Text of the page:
CMB anisotropies

  • Thread starter ChrisVer
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  • #1
ChrisVer
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Main Question or Discussion Point

Can someone help me understand what information we extract from such kind of figure?

2000px-PowerSpectrumExt.svg.png


In fact the [itex]C_l^{TT}[/itex] parameter gives us information on the amplitude of the temperature fluctuations [itex]\Delta T/T[/itex]... However I don't understand why there is such a peak formation (1 very large, 2 smaller and 2 even smaller), or why this is given in terms of multipole index [itex]l[/itex].
 

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  • #2
Chalnoth
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Some of the primary features on this graph:
1. The overall downward trend after the first peak is due to the fact that the primordial plasma took hundreds of thousands of years to transition to a gas. This has the impact of making the surface of last scattering (where the CMB photons came from) blurry. That blurriness is suppresses power at small angular scales. If it were not for this blurring effect, the CMB power spectrum would have very little overall increasing or decreasing trend.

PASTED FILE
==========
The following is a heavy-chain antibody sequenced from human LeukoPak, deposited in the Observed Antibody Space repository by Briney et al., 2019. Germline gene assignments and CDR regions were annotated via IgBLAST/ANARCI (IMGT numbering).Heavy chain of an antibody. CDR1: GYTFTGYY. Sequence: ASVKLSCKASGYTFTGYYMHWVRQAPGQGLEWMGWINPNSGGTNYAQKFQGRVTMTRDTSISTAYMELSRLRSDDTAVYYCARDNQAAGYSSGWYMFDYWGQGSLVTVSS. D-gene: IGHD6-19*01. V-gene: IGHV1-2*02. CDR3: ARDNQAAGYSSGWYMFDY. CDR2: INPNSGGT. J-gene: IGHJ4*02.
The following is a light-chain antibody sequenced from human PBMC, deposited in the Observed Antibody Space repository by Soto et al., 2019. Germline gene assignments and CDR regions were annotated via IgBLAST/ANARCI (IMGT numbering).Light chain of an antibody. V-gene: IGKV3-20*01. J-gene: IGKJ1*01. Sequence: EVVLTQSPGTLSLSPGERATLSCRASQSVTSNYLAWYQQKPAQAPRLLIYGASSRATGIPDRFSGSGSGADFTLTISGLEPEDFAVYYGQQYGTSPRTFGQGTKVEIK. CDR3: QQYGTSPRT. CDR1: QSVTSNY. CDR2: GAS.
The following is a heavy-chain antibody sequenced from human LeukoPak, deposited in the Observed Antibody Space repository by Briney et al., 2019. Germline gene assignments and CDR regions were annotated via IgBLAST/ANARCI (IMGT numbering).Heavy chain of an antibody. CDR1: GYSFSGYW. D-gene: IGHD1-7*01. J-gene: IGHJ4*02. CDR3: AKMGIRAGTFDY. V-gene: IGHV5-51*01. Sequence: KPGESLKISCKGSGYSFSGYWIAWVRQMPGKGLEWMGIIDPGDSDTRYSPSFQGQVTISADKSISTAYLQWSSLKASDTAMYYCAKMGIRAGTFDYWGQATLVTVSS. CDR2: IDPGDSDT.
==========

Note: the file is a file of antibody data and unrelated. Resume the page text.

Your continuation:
2. The first peak is the "sound horizon". This is the distance that sound waves in the primordial plasma were able to travel from the time inflation ended to the time the CMB was emitted.
3. The difference in the even and odd peaks is due to dark matter. Within the primordial plasma, normal matter was able to bounce back out of gravity wells, while dark matter would just fall in. The first peak represents matter that just had enough time to fall into a gravitational potential well. The second peak is matter that had enough time to fall in and bounce back out. The third peak is matter that fell in, bounced out, then fell back in again. Normal matter contributes to all of the peaks, while dark matter only contributes to the odd-numbered peaks. This ratio of odd-to-even peaks is the most sensitive measurement we have of the ratio of normal matter to dark matter.

There are other things we can glean from the CMB power spectrum, but hopefully you can see why there is the overall trend here.

As for while it's given in terms of multipole index, this is because the sky has the geometry of the surface of a sphere, and the equivalent to Fourier transforms on the surface of a sphere are Spherical Hermonic transforms. In spherical harmonics, the power spectrum [itex]C_\ell[/itex] is the variance of all waves on the sky which have a wavelength on the sky of approximately [itex]\pi/\ell[/itex] radians across the surface of the sky.
 
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marcus
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